Community safety and engagement

Checklist items for researchers: Householder preparations for bushfires

This report begins by noting that bushfires constitute a serious natural hazard for many Australian communities, accounting for numerous recent deaths and property losses. Only a modest amount of research into community bushfire safety has been reported so far. It is proposed that the availability of a generic checklist of householder bushfire preparation activities may assist researchers in the future. The development of a 30-item research checklist is described. The bushfire preparations checklist includes items related to staying and defending and to leaving safely.

2011 Southern Australia Seasonal Outlook Workshop Full Report

The 2011  Southern Seasonal Bushfire Assessment Workshop was held in Adelaide on August 23 and 24 and chaired by Rob Sandford, Assistant Chief Officer of the Country Fire Service, South Australia. The workshop, supported by the Bushfire CRC, brought fire and land managers and meteorologists together to evaluate the upcoming season for the southern part of Australia, below the Tropic of Capricorn.


Jim McLennan recognised for research leadership and mentoring

Professor Jim McLennan of La Trobe University has been presented with the Bushfire Cooperative Research Centre’s Special Recognition Award for the high quality of his research leadership and his mentoring of new researchers.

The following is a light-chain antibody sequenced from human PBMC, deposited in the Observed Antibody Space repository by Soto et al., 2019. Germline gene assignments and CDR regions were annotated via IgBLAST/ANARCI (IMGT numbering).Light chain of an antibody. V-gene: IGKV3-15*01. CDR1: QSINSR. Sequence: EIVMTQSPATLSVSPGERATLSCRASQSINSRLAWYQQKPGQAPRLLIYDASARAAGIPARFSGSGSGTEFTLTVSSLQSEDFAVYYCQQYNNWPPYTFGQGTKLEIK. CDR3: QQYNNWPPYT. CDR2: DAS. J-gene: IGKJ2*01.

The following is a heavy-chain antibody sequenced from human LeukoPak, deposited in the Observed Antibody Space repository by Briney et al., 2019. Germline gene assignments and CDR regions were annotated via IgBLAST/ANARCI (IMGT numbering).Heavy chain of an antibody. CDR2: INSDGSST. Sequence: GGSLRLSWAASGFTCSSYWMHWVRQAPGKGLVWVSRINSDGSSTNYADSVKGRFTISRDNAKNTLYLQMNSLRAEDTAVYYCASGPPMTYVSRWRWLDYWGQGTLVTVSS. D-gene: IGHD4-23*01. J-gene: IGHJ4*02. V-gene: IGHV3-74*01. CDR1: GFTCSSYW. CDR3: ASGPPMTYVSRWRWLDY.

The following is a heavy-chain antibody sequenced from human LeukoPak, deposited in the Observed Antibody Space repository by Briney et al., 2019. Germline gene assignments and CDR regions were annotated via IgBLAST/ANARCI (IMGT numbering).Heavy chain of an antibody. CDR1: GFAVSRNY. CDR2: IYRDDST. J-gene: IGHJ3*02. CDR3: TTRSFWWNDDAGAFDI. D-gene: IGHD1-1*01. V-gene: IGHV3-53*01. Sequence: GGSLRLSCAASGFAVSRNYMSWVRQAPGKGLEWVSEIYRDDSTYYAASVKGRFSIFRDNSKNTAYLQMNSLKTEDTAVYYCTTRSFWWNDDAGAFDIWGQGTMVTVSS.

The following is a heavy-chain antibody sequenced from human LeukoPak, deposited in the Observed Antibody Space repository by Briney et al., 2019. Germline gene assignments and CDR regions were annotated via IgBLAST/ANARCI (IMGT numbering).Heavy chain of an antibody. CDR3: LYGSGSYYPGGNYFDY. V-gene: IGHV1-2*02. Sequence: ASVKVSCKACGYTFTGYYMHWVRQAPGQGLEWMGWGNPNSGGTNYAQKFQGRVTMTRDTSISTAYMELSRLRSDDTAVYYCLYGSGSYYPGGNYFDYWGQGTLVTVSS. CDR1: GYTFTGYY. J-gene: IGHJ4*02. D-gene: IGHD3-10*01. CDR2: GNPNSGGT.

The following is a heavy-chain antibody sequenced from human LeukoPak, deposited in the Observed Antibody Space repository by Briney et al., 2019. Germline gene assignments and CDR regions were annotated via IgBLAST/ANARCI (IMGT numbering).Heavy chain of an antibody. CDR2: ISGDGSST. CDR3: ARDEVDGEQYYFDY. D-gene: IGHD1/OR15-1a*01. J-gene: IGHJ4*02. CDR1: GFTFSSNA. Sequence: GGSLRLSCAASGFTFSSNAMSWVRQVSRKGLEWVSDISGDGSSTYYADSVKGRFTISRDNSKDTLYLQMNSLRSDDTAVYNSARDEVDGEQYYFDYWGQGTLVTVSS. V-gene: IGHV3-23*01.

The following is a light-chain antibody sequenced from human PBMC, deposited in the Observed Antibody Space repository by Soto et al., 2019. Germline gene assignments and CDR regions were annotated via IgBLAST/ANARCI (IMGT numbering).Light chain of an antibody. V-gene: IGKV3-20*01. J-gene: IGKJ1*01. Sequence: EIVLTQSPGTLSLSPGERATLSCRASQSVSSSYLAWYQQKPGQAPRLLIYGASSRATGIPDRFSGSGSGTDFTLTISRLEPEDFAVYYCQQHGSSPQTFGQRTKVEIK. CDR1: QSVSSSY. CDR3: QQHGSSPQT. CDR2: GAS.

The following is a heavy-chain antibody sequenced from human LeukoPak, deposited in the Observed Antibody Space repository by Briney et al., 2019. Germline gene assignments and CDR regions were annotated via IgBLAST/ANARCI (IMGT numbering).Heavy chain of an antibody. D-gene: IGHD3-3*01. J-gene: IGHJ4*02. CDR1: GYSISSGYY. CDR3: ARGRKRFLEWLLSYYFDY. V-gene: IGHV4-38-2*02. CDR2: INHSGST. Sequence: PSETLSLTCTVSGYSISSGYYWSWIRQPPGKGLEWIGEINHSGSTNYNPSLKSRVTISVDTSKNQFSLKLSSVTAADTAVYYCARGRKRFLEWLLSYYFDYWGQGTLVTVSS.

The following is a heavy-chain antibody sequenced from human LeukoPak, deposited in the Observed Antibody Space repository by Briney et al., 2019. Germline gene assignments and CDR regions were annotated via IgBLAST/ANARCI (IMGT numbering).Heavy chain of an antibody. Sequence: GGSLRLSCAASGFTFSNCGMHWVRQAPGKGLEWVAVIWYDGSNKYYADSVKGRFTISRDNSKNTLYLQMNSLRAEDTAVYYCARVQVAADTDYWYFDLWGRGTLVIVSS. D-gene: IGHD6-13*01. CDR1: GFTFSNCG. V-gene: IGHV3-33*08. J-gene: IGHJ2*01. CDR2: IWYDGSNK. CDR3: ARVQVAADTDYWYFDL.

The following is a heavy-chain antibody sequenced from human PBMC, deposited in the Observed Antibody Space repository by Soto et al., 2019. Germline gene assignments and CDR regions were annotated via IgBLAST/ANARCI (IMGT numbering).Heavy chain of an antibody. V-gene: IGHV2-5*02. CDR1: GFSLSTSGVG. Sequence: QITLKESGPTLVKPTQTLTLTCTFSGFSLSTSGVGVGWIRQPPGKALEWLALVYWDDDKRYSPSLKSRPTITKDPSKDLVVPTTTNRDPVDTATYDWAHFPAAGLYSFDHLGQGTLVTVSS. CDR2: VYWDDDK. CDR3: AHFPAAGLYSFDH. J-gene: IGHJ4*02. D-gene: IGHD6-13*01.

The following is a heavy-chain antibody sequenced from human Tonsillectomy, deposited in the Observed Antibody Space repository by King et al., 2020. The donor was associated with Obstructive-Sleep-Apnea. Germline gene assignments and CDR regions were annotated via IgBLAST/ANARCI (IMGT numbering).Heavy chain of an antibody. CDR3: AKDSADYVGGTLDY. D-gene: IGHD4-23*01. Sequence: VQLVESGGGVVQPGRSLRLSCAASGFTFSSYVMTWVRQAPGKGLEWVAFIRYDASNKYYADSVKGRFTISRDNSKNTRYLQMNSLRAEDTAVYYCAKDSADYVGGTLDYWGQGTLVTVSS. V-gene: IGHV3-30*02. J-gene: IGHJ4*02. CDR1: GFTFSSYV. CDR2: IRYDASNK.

The award was presented at the AFAC-Bushfire CRC annual conference in Sydney, starting 29 August 2011.

 Professor McLennan is Adjunct Professor in the university’s School of Psychological Sciences and has specialised in bushfire decision-making and community survival.

Southern Australian Seasonal Bushfire Outlook 2011-12

Fire Note 86:  A thick, tall band of grass extends across much of the middle of Australia from the Indian Ocean in the west to the Pacific Ocean in southern Queensland and the Great Dividing Range in New South Wales. The grass – waist- and even shoulder-high in places –  has flourished because of the heavy rains that accompanied the very strong La Niña event at the beginning of 2011.

With much of this grass now curing because of drier recent weather, the potential exists for above-normal bushfire activity across the centre of Australia during the 2011-12 southern fire season.


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